Life in a Dol house
2017 - Week 49
Oh goodee.... four weeks to New Years Day!
With more rain this week, I have been busy inside the loft - that is once I had installed the doors I have made.
The storm which passed through on Wednesday morning also left the first snows on the top of Svete Jure, at 1,722m/5,780ft, the highest point in the southern Dinaric Alps and some 50 km distant in the Biokovo national park. The peak is clearly visible once you leave the natural amphitheatre where Dol has been built.
It didn't taker too long on Sunday to fill the gaps between the frame and the walls with expanding foam.
This is a product I have never used until I came to Dol. Here it seems to be the "go-to" solution for every problem.
The foam comes in a number of different types, for different purposes, but what they all have in common are their gap filling, and their adhesive properties.
This stuff seems to bond with everything except certain plastics, so when you inject it into a gap between stones, or between stones and wood, it expands and as it hardens, it bonds with both surfaces, forming a very strong bond.
It can be cut easily with a Stanley knife or similar tool and can be cleaned away with a wire brush, but used to hold things in place, or to fill gaps, it is superb. I can see why it is so popular.
Filling in around the wall plug, where it had fractured the lime plaster was easy, and once trimmed, no one will ever know, but also it has made a very strong bond around the plug, with the wall and wood.
On Monday it was blowing a gale and I needed a woolly hat for working outside - the first time this winter.
After cutting away the excess foam, I then cut rebaits into the door frame uprights, for pairs of butt hinges.
I want the doors to be flush with the frame, so cut away sufficient to ensure that the screws would not foul the hinge when the doors are closed.
By lunchtime I had all the hinges in place and one door fitted. After lunch I finished hanging the second door and then fitted a Yale rim latch with a KABA Gemini secure cylinder.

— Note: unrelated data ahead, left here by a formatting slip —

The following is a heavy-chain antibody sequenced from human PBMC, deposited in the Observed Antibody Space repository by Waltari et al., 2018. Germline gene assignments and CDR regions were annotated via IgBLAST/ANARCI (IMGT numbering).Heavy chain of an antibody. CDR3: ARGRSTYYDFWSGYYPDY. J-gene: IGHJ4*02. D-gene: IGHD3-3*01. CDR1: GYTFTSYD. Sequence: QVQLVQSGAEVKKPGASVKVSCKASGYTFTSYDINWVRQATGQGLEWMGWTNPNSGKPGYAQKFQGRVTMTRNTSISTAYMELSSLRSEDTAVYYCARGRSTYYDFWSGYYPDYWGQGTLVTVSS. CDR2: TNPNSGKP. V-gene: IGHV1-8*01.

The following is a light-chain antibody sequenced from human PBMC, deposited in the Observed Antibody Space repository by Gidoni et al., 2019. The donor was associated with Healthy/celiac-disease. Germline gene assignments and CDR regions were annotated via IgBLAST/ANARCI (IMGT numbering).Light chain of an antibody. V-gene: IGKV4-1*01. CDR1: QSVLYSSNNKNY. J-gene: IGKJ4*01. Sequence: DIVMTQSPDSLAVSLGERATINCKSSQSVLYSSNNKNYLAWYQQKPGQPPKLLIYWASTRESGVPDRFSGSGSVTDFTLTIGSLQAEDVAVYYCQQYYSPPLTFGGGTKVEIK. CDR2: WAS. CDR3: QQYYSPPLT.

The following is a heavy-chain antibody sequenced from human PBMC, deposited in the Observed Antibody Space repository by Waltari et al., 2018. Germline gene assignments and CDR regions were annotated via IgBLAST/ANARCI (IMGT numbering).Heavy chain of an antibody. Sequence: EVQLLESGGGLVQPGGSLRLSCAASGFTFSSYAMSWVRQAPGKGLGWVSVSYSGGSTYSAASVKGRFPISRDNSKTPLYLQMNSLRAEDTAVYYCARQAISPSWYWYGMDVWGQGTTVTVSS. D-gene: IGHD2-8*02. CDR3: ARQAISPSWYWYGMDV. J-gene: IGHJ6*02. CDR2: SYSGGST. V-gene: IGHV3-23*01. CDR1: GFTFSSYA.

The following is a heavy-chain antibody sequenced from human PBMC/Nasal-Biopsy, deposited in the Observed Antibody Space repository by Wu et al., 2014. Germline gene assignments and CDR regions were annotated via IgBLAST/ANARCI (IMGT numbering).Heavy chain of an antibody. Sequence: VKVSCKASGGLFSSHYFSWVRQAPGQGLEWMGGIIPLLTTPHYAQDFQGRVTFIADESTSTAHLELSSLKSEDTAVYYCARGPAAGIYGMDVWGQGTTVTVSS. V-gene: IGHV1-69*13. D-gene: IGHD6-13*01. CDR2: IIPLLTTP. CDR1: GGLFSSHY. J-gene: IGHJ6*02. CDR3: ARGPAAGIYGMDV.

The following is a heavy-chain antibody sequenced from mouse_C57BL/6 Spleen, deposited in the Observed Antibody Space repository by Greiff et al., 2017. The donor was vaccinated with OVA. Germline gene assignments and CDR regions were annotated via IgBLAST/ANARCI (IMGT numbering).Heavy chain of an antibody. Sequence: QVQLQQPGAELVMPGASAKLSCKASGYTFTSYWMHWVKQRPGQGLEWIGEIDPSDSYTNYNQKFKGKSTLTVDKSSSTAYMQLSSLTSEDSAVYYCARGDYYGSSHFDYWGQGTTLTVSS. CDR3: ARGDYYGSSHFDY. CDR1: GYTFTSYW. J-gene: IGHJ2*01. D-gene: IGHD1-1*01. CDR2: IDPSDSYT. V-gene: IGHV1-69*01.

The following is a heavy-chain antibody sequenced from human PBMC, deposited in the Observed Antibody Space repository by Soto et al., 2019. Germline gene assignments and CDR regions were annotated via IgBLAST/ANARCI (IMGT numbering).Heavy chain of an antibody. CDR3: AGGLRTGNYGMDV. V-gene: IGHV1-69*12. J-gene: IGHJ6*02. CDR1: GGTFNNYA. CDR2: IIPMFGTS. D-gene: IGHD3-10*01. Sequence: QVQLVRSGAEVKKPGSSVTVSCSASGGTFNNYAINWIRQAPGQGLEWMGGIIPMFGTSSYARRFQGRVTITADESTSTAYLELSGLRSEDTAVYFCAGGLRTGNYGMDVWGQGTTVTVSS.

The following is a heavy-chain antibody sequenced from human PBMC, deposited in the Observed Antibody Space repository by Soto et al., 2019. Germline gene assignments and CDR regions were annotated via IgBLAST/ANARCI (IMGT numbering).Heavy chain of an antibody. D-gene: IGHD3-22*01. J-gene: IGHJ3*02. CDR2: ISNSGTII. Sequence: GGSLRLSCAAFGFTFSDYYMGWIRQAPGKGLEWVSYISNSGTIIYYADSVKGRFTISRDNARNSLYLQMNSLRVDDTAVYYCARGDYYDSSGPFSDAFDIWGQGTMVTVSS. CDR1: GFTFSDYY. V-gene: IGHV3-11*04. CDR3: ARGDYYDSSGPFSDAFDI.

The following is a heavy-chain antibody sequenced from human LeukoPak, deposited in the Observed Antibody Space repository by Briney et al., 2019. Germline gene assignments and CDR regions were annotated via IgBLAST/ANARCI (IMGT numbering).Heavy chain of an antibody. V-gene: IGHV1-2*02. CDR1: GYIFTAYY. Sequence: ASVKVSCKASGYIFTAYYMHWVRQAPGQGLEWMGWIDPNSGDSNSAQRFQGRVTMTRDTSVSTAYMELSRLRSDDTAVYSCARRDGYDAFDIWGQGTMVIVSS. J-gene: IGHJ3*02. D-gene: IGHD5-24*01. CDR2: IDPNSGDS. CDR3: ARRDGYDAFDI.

I did have to remove the second door to cut a little bit off one edge as it was not closing properly.
When I say "cut a little bit" I mean 2 mm off one edge. Fortunately I have a SKIL circular saw with a guide track, so I can set up the track, up to 2 metres long, and trim the smallest amount off the edge. Once rehung, it was a perfect fit.
The last job in the afternoon was making a wooden trim to cover the slight gap between the two doors.
I was rushing, as the light was fading and having cut the timber, sanded it, created a cutout so it fits neatly round the rim latch cylinder, I marked everything up for drilling the holes for the securing screws.
Moving inside, out of the wind, I drilled the holes then did a trial fit. The holes were on the wrong side of the line I had drawn. More haste, less speed, as the old adage goes!
I drilled another set of holes and fixed the strip.
This is a temporary structure until the double glazing arrives, so I am not too worried about a few extra holes showing, even though it niggles me that I made such a simple error...
With the light fading quickly, I locked the doors, put the tools away, and called it a day.
The next morning was spent in giving the doors a coat of undercoat, especially the edges I had cut, exposing bare wood.
Then it was fixing the Plexiglas into the bottom frame.
This window, under the step up to the loft, lets light into the old ground floor of the cottage, now the utility room. Again, this a 'cheap and cheerful' adaption.